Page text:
ACLU Indiana Statement on Constitutionality of “Creationism” Bill

Affiliate: ACLU of Indiana
January 26, 2012 12:00 am

ACLU Affiliate
ACLU of Indiana
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Indianapolis — While guaranteeing students’ First Amendment rights to privately practice their faith in educational settings, schools are also constitutionally bound to avoid any endorsement of religion. Nevertheless, some Indiana lawmakers are attempting to push a “creationism” bill through this short session despite their admission that the proposed legislation has “constitutional concerns.”

U.S Supreme Court precedents going back many years have established the unconstitutionality of teaching “creationism” in public schools.
According to American Civil Liberties Union of Indiana Legal Director Ken Falk, in 1987, the U.S. Supreme Court in Edwards v. Aguillard struck down a Louisiana statute that required instruction on evolution be accompanied by teaching on “creation science.” The Court found that the Louisiana statute had no identifiable secular purpose, but that the “pre-eminent purpose of the Louisiana Legislature was clearly to advance the religious viewpoint that a supernatural being created humankind.”

“The idea that somehow our state legislature can trump the Constitution just doesn’t make sense,” said Falk. “When lawmakers propose legislation they clearly know will end up in the courts, it wastes valuable time and resources, disrespects the legislative process and confuses an already complicated issue.”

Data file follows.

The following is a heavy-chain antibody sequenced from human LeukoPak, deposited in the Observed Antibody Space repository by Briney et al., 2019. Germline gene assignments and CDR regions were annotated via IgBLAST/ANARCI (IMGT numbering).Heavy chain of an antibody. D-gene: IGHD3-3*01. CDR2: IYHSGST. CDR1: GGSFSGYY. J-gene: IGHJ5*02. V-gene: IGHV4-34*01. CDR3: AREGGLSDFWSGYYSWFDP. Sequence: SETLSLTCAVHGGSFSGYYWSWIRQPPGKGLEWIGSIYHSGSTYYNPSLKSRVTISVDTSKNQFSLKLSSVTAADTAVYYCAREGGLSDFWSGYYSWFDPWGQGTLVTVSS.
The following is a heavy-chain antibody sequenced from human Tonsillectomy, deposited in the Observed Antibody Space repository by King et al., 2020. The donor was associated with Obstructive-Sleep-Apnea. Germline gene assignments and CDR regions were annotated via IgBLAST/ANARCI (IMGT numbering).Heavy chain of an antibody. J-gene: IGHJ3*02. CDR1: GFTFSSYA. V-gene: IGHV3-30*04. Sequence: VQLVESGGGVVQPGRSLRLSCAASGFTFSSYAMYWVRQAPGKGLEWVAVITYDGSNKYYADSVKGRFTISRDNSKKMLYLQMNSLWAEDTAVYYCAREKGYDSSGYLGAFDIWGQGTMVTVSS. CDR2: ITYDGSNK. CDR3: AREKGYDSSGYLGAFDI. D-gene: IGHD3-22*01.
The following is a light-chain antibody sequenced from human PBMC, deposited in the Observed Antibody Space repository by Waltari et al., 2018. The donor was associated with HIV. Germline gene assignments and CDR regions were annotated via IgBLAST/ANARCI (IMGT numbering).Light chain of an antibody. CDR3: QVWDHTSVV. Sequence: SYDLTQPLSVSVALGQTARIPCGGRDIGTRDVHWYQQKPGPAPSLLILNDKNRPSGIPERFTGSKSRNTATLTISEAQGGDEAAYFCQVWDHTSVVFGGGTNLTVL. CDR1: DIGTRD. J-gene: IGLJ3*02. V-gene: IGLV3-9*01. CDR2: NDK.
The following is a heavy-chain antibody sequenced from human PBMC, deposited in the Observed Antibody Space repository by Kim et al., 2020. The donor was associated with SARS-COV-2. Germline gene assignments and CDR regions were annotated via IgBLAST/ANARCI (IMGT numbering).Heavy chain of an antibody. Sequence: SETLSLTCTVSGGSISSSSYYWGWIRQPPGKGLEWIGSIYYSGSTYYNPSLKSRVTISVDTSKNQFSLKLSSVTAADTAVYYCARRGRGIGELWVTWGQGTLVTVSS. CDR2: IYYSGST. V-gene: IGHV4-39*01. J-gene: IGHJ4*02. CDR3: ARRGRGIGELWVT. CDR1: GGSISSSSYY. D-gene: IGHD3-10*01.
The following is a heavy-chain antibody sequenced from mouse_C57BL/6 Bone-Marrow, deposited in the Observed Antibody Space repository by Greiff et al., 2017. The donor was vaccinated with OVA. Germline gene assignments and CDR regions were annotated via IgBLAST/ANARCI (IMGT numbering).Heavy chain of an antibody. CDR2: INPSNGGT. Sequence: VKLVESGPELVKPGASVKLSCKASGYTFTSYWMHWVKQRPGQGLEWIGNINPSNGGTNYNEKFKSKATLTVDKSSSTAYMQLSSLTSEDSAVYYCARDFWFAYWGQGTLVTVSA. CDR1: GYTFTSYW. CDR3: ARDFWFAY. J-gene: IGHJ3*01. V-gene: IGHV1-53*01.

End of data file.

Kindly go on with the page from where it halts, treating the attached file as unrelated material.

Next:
Barring “creationism” instruction in public schools doesn’t mean religion cannot be taught in public schools. Since public school curriculum must always serve a secular educational purpose, religion can be taught if:

• The purpose is to examine religion’s role in history, art, literature, society or other secular subjects.
• Such teaching takes place in an objective, unbiased manner.
• Such teaching does not promote or criticize any particular religion or set of beliefs.
ACLU of Indiana

ACLU of Indiana Executive Director Gilbert Holmes said, “When we hear time and again about limited resources for education, I think it’s fair for Hoosiers to expect better stewardship of taxpayer dollars than lawmakers are demonstrating by undertaking projects that are clearly in violation of federal law and the Constitution.”

The ACLU of Indiana is dedicated to its mission to promote, protect and defend the rights, liberties and freedom guaranteed to all people in our state by the U.S. and Indiana Constitutions. For more information about the ACLU of Indiana, and to view our legal docket, visit www.aclu-in.org.

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